The Argus at KellyGang 30/10/1878 (4)

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On Monday morning, the search party examined the scrub for a half-mile round the camp, but saw no traces of Kennedy. They gave one “cooey,” but received no answer. The account given by McIntyre of the manner of his escape from the camp is not at all clear. Probably the men had emptied all their guns and the two revolvers at the moment he jumped on the horse. They had weapons enough, however, to fire 18 shots one after the other. The post-mortem shows that both troopers were riddled by shots from Edward Kelly’s rifle. Two bullets and one slug were extracted from the bodies. Kelly turned with a grin on his face to McIntyre when he shot Scanlan, and said, “What a fool he was to run.” The police have their suspicions as to who the two strange men are, but do not like to name them. Edward Kelly was the only good shot in the party.

On Sunday, the townspeople were somewhat apprehensive of a visit from the bushrangers. They had only one constable, and no weapons to rely on. The reported loss of Constable Meehan, on the way to Benalla, strengthened the fears which were entertained, but no one now expects to hear of any robberies. The Kellys can get plenty of assistance in the mountains. They have so many connexions round about Mansfield , that actually some people are afraid to speak of the recent murders except to assured friends.

The deceased constables were buried today, at 2 o’clock . Father Scanlan, of Benalla and Mansfield, has already set to work to get a memorial stone erected over the graves.


Mr Tomkins, president of the shire, and one of the members of the search party, has just returned to Mansfield . He reports that they carefully examined the ground all round the camp up and down the creek, and went several miles in the direction of the King River, but found no traces of Kennedy. The ranges were very difficult to explore on account of the thickness of the scrub and the steepness of the slopes. The party are confident that the Kelly’s have gone off to the King, and taken Kennedy with them, but the tracks of the four horses could only be followed a short distance from the camp. The route taken by McIntyre in his flight was crossed, and it was plain that he had not been pursued. The police and the other members of the party returned to Monk’s Sawmill, about eight miles from here, for the night. Though the party believed the Kelly’s had gone, they did not like to camp out all night. To-morrow, when the re inforcements arrive a fresh start will be made. One of the search party was Father Kennedy, of Benalla, who drove hither yesterday with Father Scanlan. The two priests started from Benalla on purpose to render help to any wounded men they might fall in with, and were provided with medical appliances. Father Scanlan stayed in Mansfield and conducted the funerals. Superintendent Sadleir arrived from Benalla at 10 o’clock , and reported that the troopers from Melbourne were on the road; they missed the train yesterday.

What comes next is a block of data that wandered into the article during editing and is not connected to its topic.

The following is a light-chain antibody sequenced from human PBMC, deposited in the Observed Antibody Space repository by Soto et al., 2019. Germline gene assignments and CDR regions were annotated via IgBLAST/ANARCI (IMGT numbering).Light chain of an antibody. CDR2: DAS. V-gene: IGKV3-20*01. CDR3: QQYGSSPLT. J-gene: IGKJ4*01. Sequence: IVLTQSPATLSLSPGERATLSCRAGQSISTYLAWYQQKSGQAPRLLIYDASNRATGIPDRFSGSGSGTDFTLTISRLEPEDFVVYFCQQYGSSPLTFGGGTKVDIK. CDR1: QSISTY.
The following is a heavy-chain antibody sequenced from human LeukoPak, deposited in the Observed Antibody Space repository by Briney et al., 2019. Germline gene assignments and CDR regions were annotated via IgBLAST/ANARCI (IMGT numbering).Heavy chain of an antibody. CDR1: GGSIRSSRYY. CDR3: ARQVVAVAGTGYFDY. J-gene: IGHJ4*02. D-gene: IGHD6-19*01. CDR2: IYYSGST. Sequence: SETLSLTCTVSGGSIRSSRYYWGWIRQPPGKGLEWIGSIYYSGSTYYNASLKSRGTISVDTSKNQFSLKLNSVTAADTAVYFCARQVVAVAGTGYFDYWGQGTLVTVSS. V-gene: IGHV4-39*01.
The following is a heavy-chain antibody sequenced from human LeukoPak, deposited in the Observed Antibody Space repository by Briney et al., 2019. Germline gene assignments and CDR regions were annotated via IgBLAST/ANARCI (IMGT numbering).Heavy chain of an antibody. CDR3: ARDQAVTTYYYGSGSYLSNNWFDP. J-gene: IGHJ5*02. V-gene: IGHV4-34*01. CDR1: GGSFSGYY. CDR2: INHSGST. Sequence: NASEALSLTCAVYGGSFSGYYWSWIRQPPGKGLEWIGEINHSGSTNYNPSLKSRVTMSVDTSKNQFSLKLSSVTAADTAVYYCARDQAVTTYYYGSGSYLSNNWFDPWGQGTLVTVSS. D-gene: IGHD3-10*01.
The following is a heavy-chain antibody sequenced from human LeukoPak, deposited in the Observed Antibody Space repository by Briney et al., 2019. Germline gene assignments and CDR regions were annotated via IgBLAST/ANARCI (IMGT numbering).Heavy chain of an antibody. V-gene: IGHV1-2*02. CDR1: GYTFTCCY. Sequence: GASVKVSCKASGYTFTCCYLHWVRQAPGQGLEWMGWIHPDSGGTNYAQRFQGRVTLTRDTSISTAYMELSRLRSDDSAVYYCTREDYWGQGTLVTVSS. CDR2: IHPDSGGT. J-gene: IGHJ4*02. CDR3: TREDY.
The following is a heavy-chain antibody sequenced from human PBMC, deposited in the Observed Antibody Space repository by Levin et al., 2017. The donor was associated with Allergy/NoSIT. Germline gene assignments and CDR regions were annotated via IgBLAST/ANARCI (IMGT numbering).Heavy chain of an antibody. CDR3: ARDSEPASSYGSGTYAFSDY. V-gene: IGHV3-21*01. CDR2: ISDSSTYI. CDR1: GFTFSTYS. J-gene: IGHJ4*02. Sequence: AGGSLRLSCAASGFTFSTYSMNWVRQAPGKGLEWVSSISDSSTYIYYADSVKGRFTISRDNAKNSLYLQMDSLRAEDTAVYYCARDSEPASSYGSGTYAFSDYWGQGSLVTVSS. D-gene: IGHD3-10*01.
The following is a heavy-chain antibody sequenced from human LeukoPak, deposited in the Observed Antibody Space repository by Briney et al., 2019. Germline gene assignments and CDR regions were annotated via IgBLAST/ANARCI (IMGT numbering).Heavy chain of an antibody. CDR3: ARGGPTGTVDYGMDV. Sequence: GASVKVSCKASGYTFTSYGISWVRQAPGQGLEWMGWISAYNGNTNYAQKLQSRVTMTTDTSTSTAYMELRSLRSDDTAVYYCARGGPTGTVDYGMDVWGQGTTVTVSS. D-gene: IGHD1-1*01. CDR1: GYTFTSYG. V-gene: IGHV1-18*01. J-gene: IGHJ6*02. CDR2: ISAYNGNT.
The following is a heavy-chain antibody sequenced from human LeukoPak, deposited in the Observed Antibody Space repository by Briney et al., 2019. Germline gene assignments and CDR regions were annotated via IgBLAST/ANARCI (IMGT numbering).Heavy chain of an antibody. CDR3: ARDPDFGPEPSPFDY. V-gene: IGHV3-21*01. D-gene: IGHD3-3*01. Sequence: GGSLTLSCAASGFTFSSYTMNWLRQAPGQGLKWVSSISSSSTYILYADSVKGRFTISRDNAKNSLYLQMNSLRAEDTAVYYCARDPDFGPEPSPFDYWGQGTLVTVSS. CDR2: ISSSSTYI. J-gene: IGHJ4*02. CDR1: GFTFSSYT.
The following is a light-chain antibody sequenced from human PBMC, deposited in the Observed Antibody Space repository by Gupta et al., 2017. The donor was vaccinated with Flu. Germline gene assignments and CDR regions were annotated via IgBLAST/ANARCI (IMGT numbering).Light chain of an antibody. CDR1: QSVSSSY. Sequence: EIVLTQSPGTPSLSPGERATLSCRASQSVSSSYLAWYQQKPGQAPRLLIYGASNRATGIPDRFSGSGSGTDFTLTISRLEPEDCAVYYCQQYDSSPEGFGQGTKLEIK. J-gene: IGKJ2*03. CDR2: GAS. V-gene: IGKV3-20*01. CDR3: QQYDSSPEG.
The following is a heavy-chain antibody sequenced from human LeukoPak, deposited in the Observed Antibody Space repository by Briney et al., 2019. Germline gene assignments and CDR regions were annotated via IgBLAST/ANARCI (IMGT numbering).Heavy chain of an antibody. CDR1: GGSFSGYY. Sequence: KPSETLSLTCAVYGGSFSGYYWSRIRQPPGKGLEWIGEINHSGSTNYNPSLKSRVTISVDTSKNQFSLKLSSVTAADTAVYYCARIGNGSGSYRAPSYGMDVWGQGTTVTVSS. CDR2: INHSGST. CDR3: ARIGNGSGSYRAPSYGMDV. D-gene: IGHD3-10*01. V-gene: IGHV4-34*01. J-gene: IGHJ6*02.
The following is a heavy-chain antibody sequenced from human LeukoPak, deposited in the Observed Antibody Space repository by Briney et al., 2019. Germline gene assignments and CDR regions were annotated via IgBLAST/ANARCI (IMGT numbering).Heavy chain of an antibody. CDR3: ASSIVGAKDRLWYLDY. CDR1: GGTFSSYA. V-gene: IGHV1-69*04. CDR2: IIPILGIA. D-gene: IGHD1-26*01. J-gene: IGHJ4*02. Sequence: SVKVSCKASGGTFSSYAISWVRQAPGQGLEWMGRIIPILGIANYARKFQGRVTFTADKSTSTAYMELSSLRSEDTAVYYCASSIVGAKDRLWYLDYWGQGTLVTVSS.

The widow of Lonergon came here to-day, in great distress. The family have been left almost helpless. Lonergon, when he took farewell of his friends at Violet Town , said he did not expect to come back alive, but was resolved to go where-ever he was ordered. The short exploration made by the search party enabled them to say that McIntyre’s escape was miraculous, for he seems to have galloped recklessly down the creek. It is expected that his horse will be found. The wombat hole in which he hid was a mile from the place where he unsaddled his horse.


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